If you’re a cynic, this overstuffed cousin to the Hall of Presidents might be a little too full of American exceptionalism. If you’re a cynic, though, why are you at a Disney park in the first place? This Audio-Animatronic, multi-media show rushes through America’s history, with Benjamin Franklin and Mark Twain as warm and witty guides. Don’t expect a serious discussion of America’s past or its role in the world—this is history as theme park ride, with a fantastic sense of showmanship and a couple of great robotic performances. It’s not a ride, but this fits the old Disney standard of an E-Ticket as well as anything else at Epcot—it’s a beautiful implementation of technology and showmanship in service of a rousing experience.
Lumping the entire world showcase together might seem like a cheat, but as I’ve grown older it’s become my favorite part of the park. Obviously going to a fake China in Orlando is in no way a substitute for a trip to the real place, but the pavilions have the charm and detail of classic museum dioramas that you can actually walk through. The cumulative effect is unforgettable. And some of the attractions within the World Showcase, from that boat ride in Mexico to the massive films in France, Canada and China, are worthy of mentioning on this list in their own right.
This flagship ride showcases both the strengths and weaknesses of Epcot’s original mission. This trip through Epcot’s trademark geodesic sphere is a fascinating look at the history of human communication, from the dawn of language through the development of the printing press. When I first rode it shortly after Epcot opened, it ended with a glimpse of how computers could change society. A decade later it ended with vignettes of people using the internet to video conference with each other. Epcot has barely been able to keep up with technology over its 36 years, and although Spaceship Earth is still a beautifully conceived marvel of Audio-Animatronics and dark ride design, it always feels at least slightly outdated. As an overly nostalgic fan of Disney-style 20th century retrofuturism, that is a big part of Spaceship Earth’s timeless charm, though. The current version needs some work—the last fifth of the ride is essentially a slow, silent journey back to the loading dock, with an annoying computer animation playing on your vehicle’s dash screen—but the first 80% of the ride is as marvelous as it’s ever been.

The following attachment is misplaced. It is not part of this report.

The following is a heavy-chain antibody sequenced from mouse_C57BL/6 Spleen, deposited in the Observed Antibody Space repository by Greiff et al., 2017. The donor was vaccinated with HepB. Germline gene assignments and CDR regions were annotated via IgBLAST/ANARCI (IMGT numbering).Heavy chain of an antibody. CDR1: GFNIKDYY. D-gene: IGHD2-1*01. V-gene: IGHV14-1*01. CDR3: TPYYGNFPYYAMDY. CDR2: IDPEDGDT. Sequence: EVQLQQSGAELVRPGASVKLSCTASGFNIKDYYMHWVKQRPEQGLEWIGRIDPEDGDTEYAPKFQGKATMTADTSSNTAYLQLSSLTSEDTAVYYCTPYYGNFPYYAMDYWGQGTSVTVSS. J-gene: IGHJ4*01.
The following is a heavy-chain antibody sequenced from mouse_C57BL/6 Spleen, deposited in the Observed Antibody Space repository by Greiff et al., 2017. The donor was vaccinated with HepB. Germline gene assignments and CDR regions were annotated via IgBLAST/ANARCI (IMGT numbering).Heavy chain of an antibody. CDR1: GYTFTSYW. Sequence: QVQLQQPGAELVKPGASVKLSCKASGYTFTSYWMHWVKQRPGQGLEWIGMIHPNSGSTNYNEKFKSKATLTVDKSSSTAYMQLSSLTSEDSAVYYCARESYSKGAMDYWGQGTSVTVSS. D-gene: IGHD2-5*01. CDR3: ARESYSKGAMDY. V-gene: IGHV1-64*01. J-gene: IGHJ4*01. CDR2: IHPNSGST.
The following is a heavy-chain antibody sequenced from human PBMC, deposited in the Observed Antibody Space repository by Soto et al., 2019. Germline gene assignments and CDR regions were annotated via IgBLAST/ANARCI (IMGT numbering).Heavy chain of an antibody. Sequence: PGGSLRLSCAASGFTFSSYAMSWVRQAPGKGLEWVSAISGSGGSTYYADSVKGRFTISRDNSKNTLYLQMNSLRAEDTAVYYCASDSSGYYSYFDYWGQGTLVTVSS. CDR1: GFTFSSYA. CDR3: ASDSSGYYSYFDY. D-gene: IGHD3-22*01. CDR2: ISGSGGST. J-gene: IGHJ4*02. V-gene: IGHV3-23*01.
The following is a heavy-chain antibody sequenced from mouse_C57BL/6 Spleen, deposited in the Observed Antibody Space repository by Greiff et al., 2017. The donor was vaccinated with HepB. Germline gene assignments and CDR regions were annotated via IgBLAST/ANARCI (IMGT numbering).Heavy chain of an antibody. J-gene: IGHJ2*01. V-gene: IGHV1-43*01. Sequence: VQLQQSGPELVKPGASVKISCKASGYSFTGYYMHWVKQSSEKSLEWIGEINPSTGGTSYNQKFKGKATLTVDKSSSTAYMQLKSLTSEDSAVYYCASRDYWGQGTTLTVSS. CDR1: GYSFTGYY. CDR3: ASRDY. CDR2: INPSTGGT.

Also check out our guide to the best attractions at the Magic Kingdom.
Senior editor Garrett Martin writes about videogames, comedy, travel, theme parks, wrestling, and anything else that gets in his way. He shares stories and photos from his Disney journeys on Instagram at @garrett_goes_to_disney. He’s also on Twitter @grmartin.